Currently, there are 1181 murdered and missing Indigenous women across Canada. The Truth and Reconciliation Committee, the United Nations, the Convention for the Elimination of Discrimination Against Women and Amnesty International have all called for a national inquiry along with the timely implementation of recommendations by the federal government.
The NDP will call a public inquiry into the missing and murdered Indigenous women within 100 days of taking office.
The Liberals have committed to a national inquiry.
Harper continues to state that, "it really isn't high on [his] radar." However, it was on Harper's radar to cut funding to the Quebec Native Women's Association, Hamilton's Honouring the Circle transitional shelter, and the Native Women's Centre.
Affordable housing is increasingly difficult to find yet it's essential to reducing poverty and eradicating violence against women. Canada does not have a national housing policy.
The Convention for the Elimination of Discrimination Against Women has recommended that the Canadian government improve and enforce shelter allowances, social assistance rates, provide better support for people with disabilities, and provide adequate transition housing for women leaving abusive relationships.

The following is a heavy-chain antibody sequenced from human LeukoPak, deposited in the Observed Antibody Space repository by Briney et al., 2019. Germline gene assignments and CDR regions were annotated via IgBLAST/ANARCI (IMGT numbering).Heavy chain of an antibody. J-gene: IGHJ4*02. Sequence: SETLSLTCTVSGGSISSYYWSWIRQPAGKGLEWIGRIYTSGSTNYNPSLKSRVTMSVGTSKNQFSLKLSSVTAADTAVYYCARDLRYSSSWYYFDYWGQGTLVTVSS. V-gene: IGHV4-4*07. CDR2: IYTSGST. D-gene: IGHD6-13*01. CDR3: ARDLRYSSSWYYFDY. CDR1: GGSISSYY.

Access to shelters, transition housing and affordable long term housing as well as affordable childcare is imperative to ending violence against women and children. The Housing First program supported by the Conservatives works wonders with people suffering from mental health and addiction issues, but is not the best model for women fleeing abuse.
Harper is set to cut funding that benefits all Canadians.
The Liberals are committed to creating a national housing action plan.
The NDP have committed to developing a national housing plan.
In 1978 the federal government implemented pay equity under the Canadian Human Rights Act. Yet, 37 years later pay inequality remains an issue. On average women earn 71 percent of what men earn annually. The federal government needs to hold employers accountable for ensuring men and women are paid equally for equal work.
Time away from the workforce and lower paying positions means women make smaller contributions Canada's Pension Plan and have less to live on in old age.
The Conservative government has no plans for change.
The Liberals have no party stance although MP Marc Garneau is calling for a proactive plan.
The NDP want "proactive pay equity legislation" requiring immediate action from employers.
We need more women in parliament. Women make up 52 percent of the population but only 25 percent of the House of Commons. A breakdown from the 2011 election gives a better picture of women in politics:
Since 1980, the NDP has had more women candidates than the other parties.
Starting with the current election and moving forward, Liberal party ridings are encouraging more women and minority candidates.
The Conservatives have no plans.